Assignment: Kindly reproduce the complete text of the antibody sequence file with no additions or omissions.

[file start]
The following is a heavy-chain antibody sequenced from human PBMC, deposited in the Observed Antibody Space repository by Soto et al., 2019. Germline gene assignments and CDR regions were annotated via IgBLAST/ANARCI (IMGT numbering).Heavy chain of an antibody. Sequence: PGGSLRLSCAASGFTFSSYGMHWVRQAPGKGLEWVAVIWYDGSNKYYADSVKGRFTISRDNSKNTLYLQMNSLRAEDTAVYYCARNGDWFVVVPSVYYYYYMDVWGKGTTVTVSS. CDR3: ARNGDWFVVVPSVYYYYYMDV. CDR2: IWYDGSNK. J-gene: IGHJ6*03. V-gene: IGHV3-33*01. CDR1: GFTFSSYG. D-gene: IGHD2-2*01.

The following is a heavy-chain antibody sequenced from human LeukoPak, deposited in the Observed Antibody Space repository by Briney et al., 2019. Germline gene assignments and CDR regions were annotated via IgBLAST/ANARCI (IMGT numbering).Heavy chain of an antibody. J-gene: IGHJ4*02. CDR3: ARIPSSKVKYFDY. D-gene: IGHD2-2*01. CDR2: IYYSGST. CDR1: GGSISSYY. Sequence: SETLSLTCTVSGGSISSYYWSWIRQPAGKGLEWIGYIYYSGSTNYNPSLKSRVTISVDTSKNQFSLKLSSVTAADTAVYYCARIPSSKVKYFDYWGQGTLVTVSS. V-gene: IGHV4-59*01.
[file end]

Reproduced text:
The following is a heavy-chain antibody sequenced from human PBMC, deposited in the Observed Antibody Space repository by Soto et al., 2019. Germline gene assignments and CDR regions were annotated via IgBLAST/ANARCI (IMGT numbering).Heavy chain of an antibody. Sequence: PGGSLRLSCAASGFTFSSYGMHWVRQAPGKGLEWVAVIWYDGSNKYYADSVKGRFTISRDNSKNTLYLQMNSLRAEDTAVYYCARNGDWFVVVPSVYYYYYMDVWGKGTTVTVSS. CDR3: ARNGDWFVVVPSVYYYYYMDV. CDR2: IWYDGSNK. J-gene: IGHJ6*03. V-gene: IGHV3-33*01. CDR1: GFTFSSYG. D-gene: IGHD2-2*01.

The following is a heavy-chain antibody sequenced from human LeukoPak, deposited in the Observed Antibody Space repository by Briney et al., 2019. Germline gene assignments and CDR regions were annotated via IgBLAST/ANARCI (IMGT numbering).Heavy chain of an antibody. J-gene: IGHJ4*02. CDR3: ARIPSSKVKYFDY. D-gene: IGHD2-2*01. CDR2: IYYSGST. CDR1: GGSISSYY. Sequence: SETLSLTCTVSGGSISSYYWSWIRQPAGKGLEWIGYIYYSGSTNYNPSLKSRVTISVDTSKNQFSLKLSSVTAADTAVYYCARIPSSKVKYFDYWGQGTLVTVSS. V-gene: IGHV4-59*01.